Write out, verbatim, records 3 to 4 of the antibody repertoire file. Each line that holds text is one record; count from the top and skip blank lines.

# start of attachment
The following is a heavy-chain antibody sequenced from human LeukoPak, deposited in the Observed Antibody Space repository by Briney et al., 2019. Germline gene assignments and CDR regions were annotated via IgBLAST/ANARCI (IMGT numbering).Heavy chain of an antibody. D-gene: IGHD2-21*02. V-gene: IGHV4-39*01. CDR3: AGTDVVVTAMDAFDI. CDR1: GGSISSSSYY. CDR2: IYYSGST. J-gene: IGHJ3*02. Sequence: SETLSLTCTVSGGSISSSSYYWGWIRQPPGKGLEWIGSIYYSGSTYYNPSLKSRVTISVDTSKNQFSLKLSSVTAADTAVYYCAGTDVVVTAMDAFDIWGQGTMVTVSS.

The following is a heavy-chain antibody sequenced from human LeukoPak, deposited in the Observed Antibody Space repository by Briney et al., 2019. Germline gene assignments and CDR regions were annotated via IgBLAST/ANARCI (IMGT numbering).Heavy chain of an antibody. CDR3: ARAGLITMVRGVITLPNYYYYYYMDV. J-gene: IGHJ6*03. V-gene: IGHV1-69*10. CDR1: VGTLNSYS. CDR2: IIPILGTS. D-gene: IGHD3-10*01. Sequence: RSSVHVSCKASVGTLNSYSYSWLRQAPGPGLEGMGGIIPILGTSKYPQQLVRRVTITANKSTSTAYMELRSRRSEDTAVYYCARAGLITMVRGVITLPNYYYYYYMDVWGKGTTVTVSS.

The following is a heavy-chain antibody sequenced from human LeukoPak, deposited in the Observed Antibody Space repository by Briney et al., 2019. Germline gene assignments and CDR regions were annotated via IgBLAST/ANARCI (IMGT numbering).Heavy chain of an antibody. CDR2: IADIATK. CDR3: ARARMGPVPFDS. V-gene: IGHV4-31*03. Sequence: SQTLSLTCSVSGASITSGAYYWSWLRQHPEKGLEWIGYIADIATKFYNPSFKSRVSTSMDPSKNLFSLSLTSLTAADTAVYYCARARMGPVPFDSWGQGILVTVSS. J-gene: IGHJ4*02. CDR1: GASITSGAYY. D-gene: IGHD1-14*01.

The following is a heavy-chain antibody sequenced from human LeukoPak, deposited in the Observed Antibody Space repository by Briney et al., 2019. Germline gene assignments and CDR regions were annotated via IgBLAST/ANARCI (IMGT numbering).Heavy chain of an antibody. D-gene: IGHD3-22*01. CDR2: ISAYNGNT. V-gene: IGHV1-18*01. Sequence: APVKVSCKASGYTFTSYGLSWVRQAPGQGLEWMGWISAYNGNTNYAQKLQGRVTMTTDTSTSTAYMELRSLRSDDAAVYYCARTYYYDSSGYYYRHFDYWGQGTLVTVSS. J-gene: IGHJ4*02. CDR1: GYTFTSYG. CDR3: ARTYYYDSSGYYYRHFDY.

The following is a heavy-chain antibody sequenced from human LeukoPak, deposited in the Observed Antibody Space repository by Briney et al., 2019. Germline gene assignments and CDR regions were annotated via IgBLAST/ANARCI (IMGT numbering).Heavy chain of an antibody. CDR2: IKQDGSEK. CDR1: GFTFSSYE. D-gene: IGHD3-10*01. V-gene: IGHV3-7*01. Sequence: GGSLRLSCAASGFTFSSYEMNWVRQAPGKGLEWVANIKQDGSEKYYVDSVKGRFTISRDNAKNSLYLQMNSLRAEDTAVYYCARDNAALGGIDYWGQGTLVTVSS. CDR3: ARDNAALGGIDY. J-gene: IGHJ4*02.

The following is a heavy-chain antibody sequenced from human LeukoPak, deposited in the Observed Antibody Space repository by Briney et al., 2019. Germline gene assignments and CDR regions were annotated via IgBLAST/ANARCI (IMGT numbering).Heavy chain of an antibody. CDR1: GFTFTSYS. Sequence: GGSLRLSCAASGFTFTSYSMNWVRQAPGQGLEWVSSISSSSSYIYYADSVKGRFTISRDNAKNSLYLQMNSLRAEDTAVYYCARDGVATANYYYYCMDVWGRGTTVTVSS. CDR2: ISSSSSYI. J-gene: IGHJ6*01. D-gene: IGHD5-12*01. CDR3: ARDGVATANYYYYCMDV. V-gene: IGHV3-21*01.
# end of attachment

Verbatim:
The following is a heavy-chain antibody sequenced from human LeukoPak, deposited in the Observed Antibody Space repository by Briney et al., 2019. Germline gene assignments and CDR regions were annotated via IgBLAST/ANARCI (IMGT numbering).Heavy chain of an antibody. CDR2: IADIATK. CDR3: ARARMGPVPFDS. V-gene: IGHV4-31*03. Sequence: SQTLSLTCSVSGASITSGAYYWSWLRQHPEKGLEWIGYIADIATKFYNPSFKSRVSTSMDPSKNLFSLSLTSLTAADTAVYYCARARMGPVPFDSWGQGILVTVSS. J-gene: IGHJ4*02. CDR1: GASITSGAYY. D-gene: IGHD1-14*01.

The following is a heavy-chain antibody sequenced from human LeukoPak, deposited in the Observed Antibody Space repository by Briney et al., 2019. Germline gene assignments and CDR regions were annotated via IgBLAST/ANARCI (IMGT numbering).Heavy chain of an antibody. D-gene: IGHD3-22*01. CDR2: ISAYNGNT. V-gene: IGHV1-18*01. Sequence: APVKVSCKASGYTFTSYGLSWVRQAPGQGLEWMGWISAYNGNTNYAQKLQGRVTMTTDTSTSTAYMELRSLRSDDAAVYYCARTYYYDSSGYYYRHFDYWGQGTLVTVSS. J-gene: IGHJ4*02. CDR1: GYTFTSYG. CDR3: ARTYYYDSSGYYYRHFDY.